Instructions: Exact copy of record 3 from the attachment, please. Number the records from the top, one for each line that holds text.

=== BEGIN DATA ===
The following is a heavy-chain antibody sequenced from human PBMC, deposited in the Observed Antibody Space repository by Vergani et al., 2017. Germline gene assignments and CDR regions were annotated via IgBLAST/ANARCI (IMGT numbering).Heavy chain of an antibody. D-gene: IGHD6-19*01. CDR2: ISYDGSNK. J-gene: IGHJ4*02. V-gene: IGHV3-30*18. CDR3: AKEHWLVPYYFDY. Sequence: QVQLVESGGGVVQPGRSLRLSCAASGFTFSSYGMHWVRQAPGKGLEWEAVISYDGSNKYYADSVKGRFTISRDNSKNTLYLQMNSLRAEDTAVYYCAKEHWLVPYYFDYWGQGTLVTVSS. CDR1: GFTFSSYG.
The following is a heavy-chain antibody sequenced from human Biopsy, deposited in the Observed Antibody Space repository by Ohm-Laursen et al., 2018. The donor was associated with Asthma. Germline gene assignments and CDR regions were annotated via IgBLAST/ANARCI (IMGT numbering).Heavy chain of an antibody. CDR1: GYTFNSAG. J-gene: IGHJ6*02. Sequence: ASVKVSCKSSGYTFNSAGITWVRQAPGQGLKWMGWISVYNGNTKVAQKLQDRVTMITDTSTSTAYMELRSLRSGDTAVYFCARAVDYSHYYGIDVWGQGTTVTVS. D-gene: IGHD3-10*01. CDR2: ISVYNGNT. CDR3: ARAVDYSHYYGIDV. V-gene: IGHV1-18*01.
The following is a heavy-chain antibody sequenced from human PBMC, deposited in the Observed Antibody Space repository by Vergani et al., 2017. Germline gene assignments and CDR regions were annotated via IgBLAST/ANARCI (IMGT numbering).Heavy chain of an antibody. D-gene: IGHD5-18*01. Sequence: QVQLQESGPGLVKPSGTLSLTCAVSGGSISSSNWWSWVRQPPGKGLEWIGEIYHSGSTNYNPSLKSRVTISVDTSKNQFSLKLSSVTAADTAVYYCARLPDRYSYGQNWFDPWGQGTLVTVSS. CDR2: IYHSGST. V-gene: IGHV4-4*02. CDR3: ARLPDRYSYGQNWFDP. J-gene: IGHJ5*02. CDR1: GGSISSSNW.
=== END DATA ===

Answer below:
The following is a heavy-chain antibody sequenced from human PBMC, deposited in the Observed Antibody Space repository by Vergani et al., 2017. Germline gene assignments and CDR regions were annotated via IgBLAST/ANARCI (IMGT numbering).Heavy chain of an antibody. D-gene: IGHD5-18*01. Sequence: QVQLQESGPGLVKPSGTLSLTCAVSGGSISSSNWWSWVRQPPGKGLEWIGEIYHSGSTNYNPSLKSRVTISVDTSKNQFSLKLSSVTAADTAVYYCARLPDRYSYGQNWFDPWGQGTLVTVSS. CDR2: IYHSGST. V-gene: IGHV4-4*02. CDR3: ARLPDRYSYGQNWFDP. J-gene: IGHJ5*02. CDR1: GGSISSSNW.